AMD

Down 30% From All-Time Highs, Is AMD Stock a Buy?

Shares of Advanced Micro Devices (NASDAQ: AMD) have pulled a stunning round trip so far in 2024. Following management's increasingly upbeat commentary on sales related to artificial intelligence (AI) early in the year, the stock soared higher.

But then reality started to settle in after the first-quarter update, and shares are now down about 30% from those peaks, reached early in the spring.

If you've been following along, there's always been a clear-cut reason to be optimistic about AMD -- and a clear-cut reason to be skeptical. Is it time to buy the stock dip?

AI is gonna be huge -- what happened?

Entering 2024, CEO Lisa Su and her team were getting increasingly optimistic about AI chip sales. Su has stated an expectation for $2 billion in accelerated-computing sales (accelerated computing being the real trend behind the scenes, not simply AI). But then in January, the outlook was raised to $3.5 billion.

For a company that had $22.8 billion in sales in the last reported 12-month stretch, AI chips thus represent a significant -- but not massive -- new market. The new MI300 accelerated-computing system is reportedly AMD's fastest product to ramp up to $1 billion in revenue, reaching that status in just two quarters.

Suffice to say investors were excited.

But the reality check? Despite the glowing reviews of AMD AI, that $3.5 billion outlook for 2024 AI sales wasn't raised again during the first-quarter update.

And the guidance for the second quarter was also a bit lackluster. At the midpoint of guidance, the expectation for the quarter is for revenue of $5.7 billion, up 4% from the prior quarter and just 6% from the previous year -- when AMD results were still down in the dumps from the bear market.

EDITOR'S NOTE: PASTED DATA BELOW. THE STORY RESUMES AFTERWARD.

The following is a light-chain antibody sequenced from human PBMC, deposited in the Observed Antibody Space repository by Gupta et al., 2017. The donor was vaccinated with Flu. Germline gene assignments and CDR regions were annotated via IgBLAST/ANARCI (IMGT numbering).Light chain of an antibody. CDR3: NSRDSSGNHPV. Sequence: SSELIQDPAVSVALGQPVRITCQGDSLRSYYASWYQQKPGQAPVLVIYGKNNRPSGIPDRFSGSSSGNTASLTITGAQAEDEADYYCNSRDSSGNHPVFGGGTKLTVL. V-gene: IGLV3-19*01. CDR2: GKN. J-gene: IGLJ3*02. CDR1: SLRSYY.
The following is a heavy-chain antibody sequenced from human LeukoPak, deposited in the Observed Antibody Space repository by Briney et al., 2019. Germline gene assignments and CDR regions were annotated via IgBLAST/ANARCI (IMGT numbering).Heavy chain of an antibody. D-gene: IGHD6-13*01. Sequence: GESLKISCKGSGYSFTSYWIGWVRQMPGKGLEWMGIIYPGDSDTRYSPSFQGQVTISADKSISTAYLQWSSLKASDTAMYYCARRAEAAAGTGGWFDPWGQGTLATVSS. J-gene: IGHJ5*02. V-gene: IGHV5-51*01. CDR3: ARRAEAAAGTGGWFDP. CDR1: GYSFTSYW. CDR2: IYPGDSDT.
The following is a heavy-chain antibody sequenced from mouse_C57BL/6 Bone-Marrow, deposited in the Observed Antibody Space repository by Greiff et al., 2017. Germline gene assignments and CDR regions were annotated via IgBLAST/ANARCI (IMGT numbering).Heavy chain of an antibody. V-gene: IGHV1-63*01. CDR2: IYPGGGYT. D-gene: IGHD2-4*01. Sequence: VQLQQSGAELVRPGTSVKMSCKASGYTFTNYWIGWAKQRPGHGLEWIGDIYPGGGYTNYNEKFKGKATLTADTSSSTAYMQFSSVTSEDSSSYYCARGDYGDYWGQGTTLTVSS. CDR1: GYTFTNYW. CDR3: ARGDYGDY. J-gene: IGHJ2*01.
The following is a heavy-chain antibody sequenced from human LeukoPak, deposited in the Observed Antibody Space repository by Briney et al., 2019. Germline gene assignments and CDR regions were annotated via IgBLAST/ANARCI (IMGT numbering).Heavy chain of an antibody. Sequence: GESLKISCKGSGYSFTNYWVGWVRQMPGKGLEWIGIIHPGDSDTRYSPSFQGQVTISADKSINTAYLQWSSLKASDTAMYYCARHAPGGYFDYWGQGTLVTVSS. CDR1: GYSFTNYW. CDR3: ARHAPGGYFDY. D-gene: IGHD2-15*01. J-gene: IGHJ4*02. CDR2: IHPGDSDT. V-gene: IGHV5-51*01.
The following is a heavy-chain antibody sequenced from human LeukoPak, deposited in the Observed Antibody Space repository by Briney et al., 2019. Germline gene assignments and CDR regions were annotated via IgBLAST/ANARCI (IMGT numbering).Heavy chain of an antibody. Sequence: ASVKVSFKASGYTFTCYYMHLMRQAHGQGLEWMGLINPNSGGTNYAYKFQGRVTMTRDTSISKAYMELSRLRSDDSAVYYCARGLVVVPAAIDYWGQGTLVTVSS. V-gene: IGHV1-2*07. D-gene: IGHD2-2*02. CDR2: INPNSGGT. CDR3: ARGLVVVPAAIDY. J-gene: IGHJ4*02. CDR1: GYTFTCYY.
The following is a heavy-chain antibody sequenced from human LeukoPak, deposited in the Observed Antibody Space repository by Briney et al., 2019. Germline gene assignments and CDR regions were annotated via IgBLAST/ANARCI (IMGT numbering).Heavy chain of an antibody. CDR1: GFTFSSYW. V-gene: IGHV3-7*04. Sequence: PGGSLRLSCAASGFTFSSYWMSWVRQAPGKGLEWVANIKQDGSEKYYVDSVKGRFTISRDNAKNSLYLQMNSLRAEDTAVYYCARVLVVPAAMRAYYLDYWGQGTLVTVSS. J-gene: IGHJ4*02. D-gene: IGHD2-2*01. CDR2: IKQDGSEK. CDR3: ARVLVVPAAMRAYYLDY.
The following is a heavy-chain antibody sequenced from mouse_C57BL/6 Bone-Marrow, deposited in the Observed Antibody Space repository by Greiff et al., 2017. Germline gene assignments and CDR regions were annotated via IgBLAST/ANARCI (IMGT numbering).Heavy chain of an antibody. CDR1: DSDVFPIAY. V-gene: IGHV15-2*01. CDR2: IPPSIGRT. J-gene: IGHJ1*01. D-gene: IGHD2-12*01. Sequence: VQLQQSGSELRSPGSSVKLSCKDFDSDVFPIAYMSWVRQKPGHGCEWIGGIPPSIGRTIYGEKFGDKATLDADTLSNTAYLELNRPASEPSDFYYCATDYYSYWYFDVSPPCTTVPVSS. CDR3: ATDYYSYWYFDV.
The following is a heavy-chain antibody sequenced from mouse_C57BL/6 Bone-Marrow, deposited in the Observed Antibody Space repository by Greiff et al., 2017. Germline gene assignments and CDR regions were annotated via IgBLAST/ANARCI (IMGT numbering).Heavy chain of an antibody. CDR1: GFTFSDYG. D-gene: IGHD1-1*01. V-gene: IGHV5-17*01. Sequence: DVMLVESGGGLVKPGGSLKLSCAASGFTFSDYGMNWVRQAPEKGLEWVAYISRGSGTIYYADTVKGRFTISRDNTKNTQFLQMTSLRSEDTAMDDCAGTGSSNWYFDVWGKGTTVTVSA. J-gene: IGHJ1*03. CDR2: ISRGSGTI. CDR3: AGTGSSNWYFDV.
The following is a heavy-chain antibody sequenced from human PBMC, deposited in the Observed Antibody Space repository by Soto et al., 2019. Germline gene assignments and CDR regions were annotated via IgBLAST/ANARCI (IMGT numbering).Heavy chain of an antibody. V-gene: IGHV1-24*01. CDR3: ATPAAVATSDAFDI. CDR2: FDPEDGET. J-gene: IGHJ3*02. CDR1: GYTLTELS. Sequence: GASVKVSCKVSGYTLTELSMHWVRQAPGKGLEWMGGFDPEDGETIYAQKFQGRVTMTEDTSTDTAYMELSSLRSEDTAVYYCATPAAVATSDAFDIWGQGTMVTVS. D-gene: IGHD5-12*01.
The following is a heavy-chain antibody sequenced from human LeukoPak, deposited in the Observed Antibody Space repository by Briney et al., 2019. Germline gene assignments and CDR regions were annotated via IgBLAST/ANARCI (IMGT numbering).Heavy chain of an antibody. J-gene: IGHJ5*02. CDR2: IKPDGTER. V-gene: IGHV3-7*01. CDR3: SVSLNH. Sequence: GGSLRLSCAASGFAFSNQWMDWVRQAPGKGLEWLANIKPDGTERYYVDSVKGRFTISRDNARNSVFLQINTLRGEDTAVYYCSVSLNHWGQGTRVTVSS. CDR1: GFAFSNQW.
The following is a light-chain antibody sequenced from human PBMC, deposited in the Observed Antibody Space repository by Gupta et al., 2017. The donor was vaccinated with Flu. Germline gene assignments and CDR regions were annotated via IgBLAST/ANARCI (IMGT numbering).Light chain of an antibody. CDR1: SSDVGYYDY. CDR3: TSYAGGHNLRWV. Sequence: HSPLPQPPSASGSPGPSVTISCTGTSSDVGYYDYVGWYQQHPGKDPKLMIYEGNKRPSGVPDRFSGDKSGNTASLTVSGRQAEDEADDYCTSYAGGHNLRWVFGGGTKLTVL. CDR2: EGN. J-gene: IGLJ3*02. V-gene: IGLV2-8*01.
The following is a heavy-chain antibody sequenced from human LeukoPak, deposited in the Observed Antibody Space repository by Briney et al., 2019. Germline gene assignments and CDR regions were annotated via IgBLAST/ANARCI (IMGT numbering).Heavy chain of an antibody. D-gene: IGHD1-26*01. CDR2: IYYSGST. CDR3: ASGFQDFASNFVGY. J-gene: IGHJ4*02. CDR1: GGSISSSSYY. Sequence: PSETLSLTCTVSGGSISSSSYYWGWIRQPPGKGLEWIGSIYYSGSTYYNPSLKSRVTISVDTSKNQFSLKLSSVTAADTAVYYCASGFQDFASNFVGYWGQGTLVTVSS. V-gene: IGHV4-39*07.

Hopes are (rightfully) diminishing that AMD data-center AI revenue can go parabolic like Nvidia's has.

AMD Revenue (TTM) Chart

Data by YCharts.; TTM = trailing 12 months.

AMD's focus can't be the same as Nvidia's

As I've written numerous times since the completed acquisition of Xilinx in early 2022, the most important reason AMD could continue to be a winning semiconductor stock is rising profit margins.

This was the reason I was skeptical about AMD stock rallying aggressively in recent months. Hidden behind all of management's AI talk the last few quarters was a more somber message about needing to get profit margins back on track.

Indeed, the bear market did a number on AMD -- especially with cratering consumer spending on PCs and laptops (its client revenue segment). The segment's operating profit was $86 million in the first quarter, for a margin of only 6%. There's tremendous room for improvement as consumer PC spending stabilizes this year.

Data center AI chips aren't quite providing the massive offset to weakness in other parts of the business, like embedded (Xilinx) and gaming (video game consoles). But what AMD's data center lacks in revenue-growth sizzle, it does make up for in profit-margin expansion. Operating margins were 23% in the first quarter, versus a meager 11% the year prior.

AMD Operating Margin (TTM) Chart

Data by YCharts.

AMD still has a way to go until it returns to anywhere near its last peak level of profitability in 2022. But if it gets back on a positive trajectory, shares could still be a reasonable deal at 46 times https://www.fool.com/terms/f/forward-pe/, though maybe not a particularly amazing value.

Let's just pretend like the new all-time highs in the stock this spring never happened at all, rather than call this a dip. I'm a shareholder, patiently waiting to see how this story pans out, but I'm not buying at this time.

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Nicholas Rossolillo and his clients have positions in Advanced Micro Devices and Nvidia. The Motley Fool has positions in and recommends Advanced Micro Devices and Nvidia. The Motley Fool has a disclosure policy.

The views and opinions expressed herein are the views and opinions of the author and do not necessarily reflect those of Nasdaq, Inc.

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